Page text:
HKScan to focus on poultry meat sales, adding value

Finland-based meat company reports increased earnings and profitability during the past fiscal year.

Hk Scan Rauma
Courtesy HKScan

For the financial year just ended, Finland-based meat company HKScan reports increased earnings and profitability. Following recent divestments, the group is pursuing a strategy focusing on growing sales of poultry and value-added products.

For the October-December quarter of 2023, HKScan reports its net sales for continuing operations declined by 1.4% year-on-year to EUR302.0 million (US$325.6 million).

The company reports that while overall sales and those to food service were similar to the corresponding period of the previous year, volumes sold via the retail channel were higher year-on-year. Reduced volumes sold as exports and industrial channels were planned.

Compared to EUR1.7 million for the same period of last year, Earnings Before Interest and Taxes (EBIT) for the group as a whole improved significantly to EUR3.0 million.

HKScan reports that its production costs for the quarter remained high, despite energy prices falling back.

For continuing operations, comparable EBIT was turned from a negative figure of EUR200,000 for the fourth quarter of 2022 to EUR2.8 million for the three months just ended. At EUR6.3 million, a significant improvement was reported in this metric for the Finland business unit, while that for Denmark slipped to a negative figure of EUR100,000. 

Improvements in efficiency, cost savings in 2023

Commenting on the results for the January-December period, HKScan CEO Juha Ruohola reported that the group had maintained efforts to improve production efficiency and save costs throughout the year. This, he said, improved both EBIT and profitability.

At more than EUR1.163 billion, the company’s net sales for the 12 months of 2023 were 6.0% higher year-on-year. By the last quarter, selling prices had fallen back in line with the previous year, having been much higher than the comparable period during the early months of last year. Cost levels remained high throughout 2023, according to Ruohola.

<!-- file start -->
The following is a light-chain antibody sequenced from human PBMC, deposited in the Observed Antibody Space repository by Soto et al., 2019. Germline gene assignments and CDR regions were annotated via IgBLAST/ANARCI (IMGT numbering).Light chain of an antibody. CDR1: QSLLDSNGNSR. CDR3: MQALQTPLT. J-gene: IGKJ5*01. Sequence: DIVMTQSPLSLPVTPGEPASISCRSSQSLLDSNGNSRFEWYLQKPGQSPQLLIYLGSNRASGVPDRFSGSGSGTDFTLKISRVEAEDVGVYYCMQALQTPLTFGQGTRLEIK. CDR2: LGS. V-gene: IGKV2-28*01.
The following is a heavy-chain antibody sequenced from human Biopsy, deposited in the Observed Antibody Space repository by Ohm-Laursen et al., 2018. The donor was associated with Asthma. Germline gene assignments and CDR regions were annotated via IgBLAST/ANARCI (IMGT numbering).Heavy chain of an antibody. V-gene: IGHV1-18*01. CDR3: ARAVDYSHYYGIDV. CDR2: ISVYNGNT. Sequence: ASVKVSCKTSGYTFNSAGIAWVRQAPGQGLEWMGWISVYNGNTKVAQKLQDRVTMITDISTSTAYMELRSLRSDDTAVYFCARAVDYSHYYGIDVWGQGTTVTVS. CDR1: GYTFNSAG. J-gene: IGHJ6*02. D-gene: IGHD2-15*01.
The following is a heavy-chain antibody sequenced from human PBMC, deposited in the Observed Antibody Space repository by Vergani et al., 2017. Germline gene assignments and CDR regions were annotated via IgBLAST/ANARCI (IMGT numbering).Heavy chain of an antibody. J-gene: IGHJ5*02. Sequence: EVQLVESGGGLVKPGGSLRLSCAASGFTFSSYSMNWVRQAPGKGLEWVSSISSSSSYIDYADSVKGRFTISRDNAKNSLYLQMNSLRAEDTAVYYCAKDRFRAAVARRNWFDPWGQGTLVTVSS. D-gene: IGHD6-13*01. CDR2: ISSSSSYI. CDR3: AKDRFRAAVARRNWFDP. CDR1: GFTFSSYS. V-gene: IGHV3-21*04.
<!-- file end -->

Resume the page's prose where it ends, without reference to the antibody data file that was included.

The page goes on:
Overall EBIT for HKScan’s continuing operations were reported at EUR17.4 million — a significant turnaround from the previous year’s negative figure of EUR2.6 million.

For the full year, comparable EBIT improved significantly for both of the group’s business units. For Finland and Denmark, the figures were EUR20.5 million and EUR3.3 million, respectively. For comparison, these were reported at EUR4.3 million and EUR1.4 million, respectively, for the 2022 fiscal year.

The board of directors is proposing that no dividends will be paid for 2023.

Ruohola highlighted that, while EBIT showed considerable improvement in 2023, profitability of the business has been unsatisfactory.

For 2024, he announced that HKScan’s priorities will continue to be on managing costs, improving production efficiency, and optimizing the product portfolio to match changing consumer demands.

Recent business divestments have strengthened the group’s balance sheet, he said, and will be used to repay the company’s loans.

Following the sale of Swedish business in 2023, poultry is set to contribute an increasing share of HKScan’s net sales. This — together with increasing added value — is among the group’s strategic targets, according to Ruohola. 

More on HKScan

With annual slaughterings of 95 million birds, Finland-based HKScan is among the largest 30 poultry companies in Europe, according to WATTPoultry.com’s Top Poultry Companies survey. The firm produces chickens, ducks, and turkeys.

According to the company’s own web site, HKScan has adopted a strategy to grow into a versatile food company, and to produce food using more climate-friendly methods. Serving its home markets of Finland and Denmark is a workforce of around 3,600. Among its brands are HK, Kariniemen, Via and Rose.

One month ago, it was announced that Lantmännen had acquired all of HKScan’s operations in Sweden, including the brands Scan, Pärsons, and Bullens.

This divestment followed just a few months after HKScan closed the sale of its Baltic businesses in Estonia, Latvia, and Lithuania to the Maag Grupp of Estonia in August on last year.

In November of 2023, HKScan plants were authorized for the export of poultry and pig meat to China.

Ruohola was officially appointed CEO of HKScan in March of last year.

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